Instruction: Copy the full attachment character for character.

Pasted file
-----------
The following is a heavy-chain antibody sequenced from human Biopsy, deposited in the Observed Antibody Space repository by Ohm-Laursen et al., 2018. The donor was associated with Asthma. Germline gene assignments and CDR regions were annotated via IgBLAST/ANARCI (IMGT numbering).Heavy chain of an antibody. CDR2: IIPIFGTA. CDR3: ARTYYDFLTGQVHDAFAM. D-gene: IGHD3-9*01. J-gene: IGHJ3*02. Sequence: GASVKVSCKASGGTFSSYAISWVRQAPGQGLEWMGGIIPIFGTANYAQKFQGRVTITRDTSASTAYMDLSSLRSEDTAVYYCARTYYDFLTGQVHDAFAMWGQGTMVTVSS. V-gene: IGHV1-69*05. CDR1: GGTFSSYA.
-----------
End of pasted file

The following is a heavy-chain antibody sequenced from human Biopsy, deposited in the Observed Antibody Space repository by Ohm-Laursen et al., 2018. The donor was associated with Asthma. Germline gene assignments and CDR regions were annotated via IgBLAST/ANARCI (IMGT numbering).Heavy chain of an antibody. CDR2: IIPIFGTA. CDR3: ARTYYDFLTGQVHDAFAM. D-gene: IGHD3-9*01. J-gene: IGHJ3*02. Sequence: GASVKVSCKASGGTFSSYAISWVRQAPGQGLEWMGGIIPIFGTANYAQKFQGRVTITRDTSASTAYMDLSSLRSEDTAVYYCARTYYDFLTGQVHDAFAMWGQGTMVTVSS. V-gene: IGHV1-69*05. CDR1: GGTFSSYA.